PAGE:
While negative earnings revisions are an ostensibly negative trend, it also means the expectations bar has been lowered, making it easier for companies to beat those expectations. When it kicks off in earnest at the end of the month, quarterly earnings season could be a significant upside catalyst for the stock market.
My outlook over the short-term hasn’t changed much in recent weeks. I was bullish on stocks throughout the fourth quarter of 2011 and into February of this year; I’ve since turned more cautious. The dramatic run-up in stocks since last October prices in a lot of good news on the economy and economic expectations are clearly becoming harder to beat. This trend could easily become worse as the boost from warm winter weather and seasonal adjustments fades in April and May. I see rising risks for a 5 percent to 10 percent broader market correction this month.
The best advice I can give in such an environment is to focus on money management. That means all investors should consider taking profits off the table in stocks that have run-up a large amount in recent months. You don’t have to bail out of all of your positions, but selling 25 percent to 50 percent of your stake can help you to lock in gains.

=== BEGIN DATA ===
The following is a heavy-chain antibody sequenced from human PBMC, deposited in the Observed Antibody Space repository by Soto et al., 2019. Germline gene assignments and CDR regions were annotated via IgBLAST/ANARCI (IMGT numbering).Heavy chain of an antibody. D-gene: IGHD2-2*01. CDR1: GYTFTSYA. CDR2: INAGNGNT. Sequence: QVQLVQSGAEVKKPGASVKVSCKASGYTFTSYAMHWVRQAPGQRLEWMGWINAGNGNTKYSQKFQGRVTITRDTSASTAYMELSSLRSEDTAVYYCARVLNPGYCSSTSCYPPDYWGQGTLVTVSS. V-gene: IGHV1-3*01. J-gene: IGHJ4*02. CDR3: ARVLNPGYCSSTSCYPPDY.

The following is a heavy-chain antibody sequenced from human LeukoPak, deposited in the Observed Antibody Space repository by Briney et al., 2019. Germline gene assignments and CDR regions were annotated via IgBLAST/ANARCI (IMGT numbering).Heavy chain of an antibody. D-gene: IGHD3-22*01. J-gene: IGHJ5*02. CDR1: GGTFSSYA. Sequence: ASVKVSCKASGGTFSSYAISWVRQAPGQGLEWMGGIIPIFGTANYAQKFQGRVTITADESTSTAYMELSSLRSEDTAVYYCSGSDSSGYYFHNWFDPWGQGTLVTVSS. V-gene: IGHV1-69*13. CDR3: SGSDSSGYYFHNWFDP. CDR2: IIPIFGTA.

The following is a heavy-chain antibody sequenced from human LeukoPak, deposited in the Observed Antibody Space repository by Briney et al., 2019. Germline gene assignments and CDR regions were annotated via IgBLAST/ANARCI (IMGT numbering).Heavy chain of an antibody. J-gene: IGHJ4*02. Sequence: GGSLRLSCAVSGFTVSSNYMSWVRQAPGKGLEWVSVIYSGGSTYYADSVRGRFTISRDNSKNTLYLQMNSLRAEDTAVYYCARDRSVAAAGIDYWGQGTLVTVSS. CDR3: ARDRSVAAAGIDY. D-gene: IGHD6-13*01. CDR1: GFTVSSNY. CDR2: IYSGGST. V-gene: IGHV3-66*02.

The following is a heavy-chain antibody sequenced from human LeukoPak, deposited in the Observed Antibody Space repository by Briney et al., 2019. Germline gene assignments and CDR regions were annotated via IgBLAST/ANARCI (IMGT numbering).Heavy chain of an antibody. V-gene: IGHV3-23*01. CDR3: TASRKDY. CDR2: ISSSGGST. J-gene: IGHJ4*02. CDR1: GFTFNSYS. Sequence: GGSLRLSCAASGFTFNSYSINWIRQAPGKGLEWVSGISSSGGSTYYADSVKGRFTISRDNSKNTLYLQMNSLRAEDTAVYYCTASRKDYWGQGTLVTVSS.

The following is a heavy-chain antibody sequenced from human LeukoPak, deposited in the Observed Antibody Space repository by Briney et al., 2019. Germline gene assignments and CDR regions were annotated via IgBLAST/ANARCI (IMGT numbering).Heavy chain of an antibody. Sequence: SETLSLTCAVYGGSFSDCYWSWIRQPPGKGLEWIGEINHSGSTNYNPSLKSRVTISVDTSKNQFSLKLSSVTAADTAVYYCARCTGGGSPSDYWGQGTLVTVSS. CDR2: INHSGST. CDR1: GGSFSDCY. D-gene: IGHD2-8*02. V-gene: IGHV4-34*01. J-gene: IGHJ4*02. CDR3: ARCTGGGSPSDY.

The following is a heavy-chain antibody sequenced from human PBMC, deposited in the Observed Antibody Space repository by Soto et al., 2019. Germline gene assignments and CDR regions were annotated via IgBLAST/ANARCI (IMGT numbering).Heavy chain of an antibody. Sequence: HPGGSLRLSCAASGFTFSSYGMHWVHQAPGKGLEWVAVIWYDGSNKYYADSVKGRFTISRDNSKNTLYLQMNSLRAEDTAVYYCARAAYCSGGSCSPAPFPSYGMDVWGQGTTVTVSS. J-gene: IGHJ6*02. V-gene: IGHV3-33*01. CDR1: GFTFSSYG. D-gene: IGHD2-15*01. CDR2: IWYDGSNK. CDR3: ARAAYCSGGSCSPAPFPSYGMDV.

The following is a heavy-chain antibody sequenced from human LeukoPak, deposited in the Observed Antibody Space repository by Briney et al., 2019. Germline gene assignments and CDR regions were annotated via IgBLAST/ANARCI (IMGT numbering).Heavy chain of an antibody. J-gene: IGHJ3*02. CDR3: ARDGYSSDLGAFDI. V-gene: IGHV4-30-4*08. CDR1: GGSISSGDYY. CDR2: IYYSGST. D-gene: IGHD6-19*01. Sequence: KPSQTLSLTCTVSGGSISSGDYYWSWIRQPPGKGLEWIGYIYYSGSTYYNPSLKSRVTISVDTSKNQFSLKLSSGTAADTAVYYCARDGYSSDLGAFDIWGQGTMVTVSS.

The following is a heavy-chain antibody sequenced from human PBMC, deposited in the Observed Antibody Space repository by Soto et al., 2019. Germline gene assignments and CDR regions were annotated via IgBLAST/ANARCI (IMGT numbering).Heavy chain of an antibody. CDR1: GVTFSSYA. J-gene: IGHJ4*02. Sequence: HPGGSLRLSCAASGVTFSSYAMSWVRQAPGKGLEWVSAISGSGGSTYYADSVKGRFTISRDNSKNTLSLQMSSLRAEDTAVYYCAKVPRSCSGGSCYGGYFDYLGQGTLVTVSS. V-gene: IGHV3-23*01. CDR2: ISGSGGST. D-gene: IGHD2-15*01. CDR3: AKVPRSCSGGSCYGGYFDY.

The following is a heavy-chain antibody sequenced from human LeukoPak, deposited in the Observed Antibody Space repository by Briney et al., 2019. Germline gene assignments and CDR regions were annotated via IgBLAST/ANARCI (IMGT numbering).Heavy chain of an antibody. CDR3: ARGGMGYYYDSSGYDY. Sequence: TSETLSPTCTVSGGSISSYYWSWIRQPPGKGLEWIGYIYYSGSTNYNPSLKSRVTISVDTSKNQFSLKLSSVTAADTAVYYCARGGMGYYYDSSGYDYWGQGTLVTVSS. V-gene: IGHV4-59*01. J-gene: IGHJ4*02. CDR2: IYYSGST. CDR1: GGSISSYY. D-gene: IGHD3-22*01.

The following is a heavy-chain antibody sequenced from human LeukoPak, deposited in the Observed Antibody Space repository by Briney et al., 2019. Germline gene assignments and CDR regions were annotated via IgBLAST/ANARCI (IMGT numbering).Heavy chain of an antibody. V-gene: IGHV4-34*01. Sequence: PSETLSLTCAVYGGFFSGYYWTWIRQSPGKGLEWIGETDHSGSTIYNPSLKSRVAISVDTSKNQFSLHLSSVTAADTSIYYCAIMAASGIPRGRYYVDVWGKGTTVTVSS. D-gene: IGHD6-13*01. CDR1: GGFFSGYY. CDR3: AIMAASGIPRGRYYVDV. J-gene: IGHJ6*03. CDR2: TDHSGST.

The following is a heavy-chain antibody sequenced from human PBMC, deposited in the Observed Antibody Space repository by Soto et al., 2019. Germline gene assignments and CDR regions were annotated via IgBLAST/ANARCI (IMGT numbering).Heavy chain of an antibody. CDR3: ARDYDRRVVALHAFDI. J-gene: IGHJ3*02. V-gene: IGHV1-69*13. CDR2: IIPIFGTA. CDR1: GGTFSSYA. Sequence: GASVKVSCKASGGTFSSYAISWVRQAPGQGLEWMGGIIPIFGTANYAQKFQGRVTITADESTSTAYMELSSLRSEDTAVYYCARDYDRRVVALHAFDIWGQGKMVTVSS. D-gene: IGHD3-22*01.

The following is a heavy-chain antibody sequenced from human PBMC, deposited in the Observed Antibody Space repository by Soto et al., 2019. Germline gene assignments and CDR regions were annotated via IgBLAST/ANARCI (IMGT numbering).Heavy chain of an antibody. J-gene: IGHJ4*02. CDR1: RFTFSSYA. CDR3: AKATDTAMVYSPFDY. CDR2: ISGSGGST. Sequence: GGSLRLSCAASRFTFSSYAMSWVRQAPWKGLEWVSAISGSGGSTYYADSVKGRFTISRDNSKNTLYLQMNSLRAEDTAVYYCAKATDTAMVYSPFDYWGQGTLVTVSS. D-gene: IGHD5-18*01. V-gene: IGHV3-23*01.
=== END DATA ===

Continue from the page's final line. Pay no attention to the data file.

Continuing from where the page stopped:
I’ve repeatedly warned in this e-zine, as well as in Personal Finance, MLP Profits and Energy Strategist, that some of the Master Limited Partnerships (MLPs) and US Royalty trusts I recommend including Kinder Morgan Energy Partners (NYSE: KMP), SandRidge Mississippian Trust I (NYSE: SDT) and Chesapeake Granite Wash Trust (NSDQ: CHKR) rallied too much, too quickly early in the first quarter and were well overdue a pullback.
All three of these names were, at one point over the past quarter, trading well above their respective buy target advice in the newsletters. I advised taking some profits off the table and waiting for a pullback to re-enter. All three have since pulled back dramatically, a good reminder of why it’s important to pare back on big winners from time to time.